9. Con Corbeau – Henry John Con Corbeau was a Canadian professional ice hockey defenceman in the National Hockey Association for the Toronto Blueshirts. Corbeau was a member of the Blueshirts when they won the Stanley Cup in 1914, corbeaus brother Bert also played professional ice hockey. In one of the earliest trades of a player, Pittsburgh traded him to the Calumet Miners in exchange for the Miners vote to reinstate Hod Stuart, Corbeau played for both Calumet and the Canadian Soo teams that season as well as Pittsburgh. The following season he signed with the Portage Lakes Hockey Club but was released and finished the season with Calumet, in 1907, he signed with the Toronto Pros of the OPHL, and played in their unsuccessful challenge of the Montreal Wanderers for the Stanley Cup. He signed for the season with Pittsburgh PAC of the Western Pennsylvania Hockey League in 1908. Later that season, he jumped his contract with Toronto to play for the Haileybury Comets, in 1909, he re-signed with Haileybury for the new NHA, but he did not play a game. The following year, he stayed with Haileybury went it returned to the TPHL, in 1912, he joined the new Toronto Tecumsehs of the NHA. He moved the following season to the Toronto Blueshirts and was a member of their Stanley Cup-winning squad and he played his final season of 1914–15 with the Glace Bay Miners of the Nova Scotia Eastern Pro League. He coached after his days with Port Arthur Columbus Club before returning home to Penetanguishene
10. Ernie Liffiton – Ernest James Liffiton an early professional ice hockey player. Over the span of his career he played for Pittsburgh Bankers, Pittsburgh Professionals, Renfrew Creamery Kings, Montreal Wanderers, Halifax Crescents, in 1908 he played on the Montreal Wanderers team that won the Stanley Cup. In December 1907 the Pembroke Hockey Club refused to play against the Renfrew Creamery Kings and they objected to the presence of Ernie, who was a member of Montreal Wanderers at the time, and was slated to play for the team. In that match and one that followed, both brought in professional players from Montreal and Ottawa to bolster their chances for victory. Ernie was the son of a jeweler and grew up in a family of one sister, in 1909, at the age of twenty-four, Ernie married Louise Jane Thomas. He worked in his fathers Montreal wholesale jewelry and confection store and he and his second wife, Hedwig Hattie Rueckwald, would go on to raise four children. Although Ernie played hockey professionally, the records of 1911 identify his job as clerk. His older brother Charlie Liffiton was also a hockey player. Ernie Liffiton First Tier Player from Montreal liffiton. net Is Pittsburgh the Birthplace of Professional Hockey, pittsburghhockey. net NHA career stats from the Hockey Nexus thehockeynexus. com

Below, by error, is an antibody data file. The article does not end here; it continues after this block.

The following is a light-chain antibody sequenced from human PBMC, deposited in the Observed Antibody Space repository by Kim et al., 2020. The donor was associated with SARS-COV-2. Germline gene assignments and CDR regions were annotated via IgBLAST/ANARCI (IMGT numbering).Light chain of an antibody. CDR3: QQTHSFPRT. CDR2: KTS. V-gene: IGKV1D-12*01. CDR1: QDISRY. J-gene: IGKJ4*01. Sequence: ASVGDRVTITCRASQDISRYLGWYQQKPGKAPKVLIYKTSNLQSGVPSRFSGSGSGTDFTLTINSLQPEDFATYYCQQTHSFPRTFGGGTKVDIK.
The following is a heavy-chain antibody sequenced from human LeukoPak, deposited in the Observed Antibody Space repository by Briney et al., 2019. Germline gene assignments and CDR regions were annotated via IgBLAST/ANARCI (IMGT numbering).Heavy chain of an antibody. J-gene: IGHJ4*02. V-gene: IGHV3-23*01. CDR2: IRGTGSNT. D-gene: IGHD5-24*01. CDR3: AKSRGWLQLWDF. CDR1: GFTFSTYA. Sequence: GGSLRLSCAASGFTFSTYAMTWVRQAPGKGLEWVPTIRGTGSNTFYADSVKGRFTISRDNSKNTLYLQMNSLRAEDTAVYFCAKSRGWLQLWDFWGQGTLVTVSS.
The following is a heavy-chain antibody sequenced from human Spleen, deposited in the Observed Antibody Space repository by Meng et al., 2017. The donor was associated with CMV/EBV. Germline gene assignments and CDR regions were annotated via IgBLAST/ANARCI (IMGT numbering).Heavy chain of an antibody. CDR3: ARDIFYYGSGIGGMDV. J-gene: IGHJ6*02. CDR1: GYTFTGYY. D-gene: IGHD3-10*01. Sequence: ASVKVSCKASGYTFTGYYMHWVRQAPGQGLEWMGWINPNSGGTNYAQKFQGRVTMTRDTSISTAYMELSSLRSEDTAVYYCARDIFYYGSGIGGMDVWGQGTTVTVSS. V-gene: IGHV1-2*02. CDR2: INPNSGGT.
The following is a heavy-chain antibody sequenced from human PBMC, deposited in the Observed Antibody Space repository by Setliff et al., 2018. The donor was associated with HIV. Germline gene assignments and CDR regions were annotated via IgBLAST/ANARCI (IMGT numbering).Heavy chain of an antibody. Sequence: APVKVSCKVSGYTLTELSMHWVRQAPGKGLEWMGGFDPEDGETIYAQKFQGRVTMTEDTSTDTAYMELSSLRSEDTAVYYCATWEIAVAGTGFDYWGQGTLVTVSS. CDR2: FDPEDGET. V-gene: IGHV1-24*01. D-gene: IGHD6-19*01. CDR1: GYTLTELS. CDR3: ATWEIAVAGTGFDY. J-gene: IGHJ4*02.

11. Tommy Smith (ice hockey) – Thomas Joseph Smith was a Canadian professional ice hockey forward, who played from 1905 until 1920 for 16 teams in his career. He was a member of two Stanley Cup-winning teams, the Ottawa Silver Seven of 1906 and the Quebec Bulldogs of 1913 and his two brothers Alf Smith and Harry Smith also played professional ice hockey. Born in Ottawa, Ontario, Smith began playing hockey as an amateur with the Ottawa Emmetts from 1903 until 1905. He joined the Ottawa Victorias of the Federal Amateur Hockey League in 1905-06, Smith played two seasons with Brantford. In 1910-11 he became a member of the Galt Professionals of the OPHL helping Galt win the OPHL championship, along with most of the Galt team, he bolted to the Moncton Victorias the following season, helping Moncton win the Maritime championship. The Galt and Moncton teams Smith was a member of played consecutive Stanley Cup challenges, Galt against Ottawa in 1911 and Moncton against Quebec in 1912, Smith then joined the Quebec Bulldogs. After the 1913–14 season in Quebec, he was traded to Toronto Shamrocks and this caused a dispute with the Pacific Coast Hockey Association. At that time, the NHA and PCHA had an agreement whereby the PCHA teams could draft one player from 3 of the 6 teams of the NHA and he was traded away from Quebec, which was eligible to lose a player. He started play for Shamrocks, though he had been drafted by Victoria of the PCHA and it was found that the initial trade was not allowed, and Quebec re-traded him to Toronto during the season, disregarding the PCHA efforts to get him. During the 1914–15 season, he was traded back to Quebec, while skating for the Ottawa Victorias in 1906, Smith led the FAHL with 12 goals. In future years, he was the leading goal-scorer in the OPHL and the NHA
12. Jack Winchester – Amongst the teams he played with were the Montreal Shamrocks, Winnipeg Maple Leafs and the Pittsburgh Professionals. A goaltender with Pittsburgh from 1904–1907, he posted a record of 34-29 with the team and he died of acute diabetes in Edmonton in 1911. Jack Winchester is a crack goal tender The Pittsburgh Press, March 5,1907, is Pittsburgh the Birthplace of Professional Hockey. at Pittsburgh Hockey